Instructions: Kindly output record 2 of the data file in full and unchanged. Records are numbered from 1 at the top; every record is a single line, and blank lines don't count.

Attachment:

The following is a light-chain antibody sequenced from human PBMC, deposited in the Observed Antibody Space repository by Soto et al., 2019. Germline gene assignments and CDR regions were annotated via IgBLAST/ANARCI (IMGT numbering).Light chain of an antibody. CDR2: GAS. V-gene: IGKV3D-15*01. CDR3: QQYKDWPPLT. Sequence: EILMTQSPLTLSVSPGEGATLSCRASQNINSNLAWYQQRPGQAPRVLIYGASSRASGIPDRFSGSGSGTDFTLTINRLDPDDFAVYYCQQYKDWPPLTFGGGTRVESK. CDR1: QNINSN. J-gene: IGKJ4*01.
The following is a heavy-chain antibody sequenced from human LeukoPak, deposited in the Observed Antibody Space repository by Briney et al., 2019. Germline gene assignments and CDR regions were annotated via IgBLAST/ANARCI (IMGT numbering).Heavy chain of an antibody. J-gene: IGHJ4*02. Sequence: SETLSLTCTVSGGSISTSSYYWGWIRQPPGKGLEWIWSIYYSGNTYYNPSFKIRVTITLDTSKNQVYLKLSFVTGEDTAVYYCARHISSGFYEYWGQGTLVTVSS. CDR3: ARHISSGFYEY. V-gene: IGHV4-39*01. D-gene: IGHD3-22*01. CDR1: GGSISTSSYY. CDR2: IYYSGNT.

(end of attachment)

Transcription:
The following is a heavy-chain antibody sequenced from human LeukoPak, deposited in the Observed Antibody Space repository by Briney et al., 2019. Germline gene assignments and CDR regions were annotated via IgBLAST/ANARCI (IMGT numbering).Heavy chain of an antibody. J-gene: IGHJ4*02. Sequence: SETLSLTCTVSGGSISTSSYYWGWIRQPPGKGLEWIWSIYYSGNTYYNPSFKIRVTITLDTSKNQVYLKLSFVTGEDTAVYYCARHISSGFYEYWGQGTLVTVSS. CDR3: ARHISSGFYEY. V-gene: IGHV4-39*01. D-gene: IGHD3-22*01. CDR1: GGSISTSSYY. CDR2: IYYSGNT.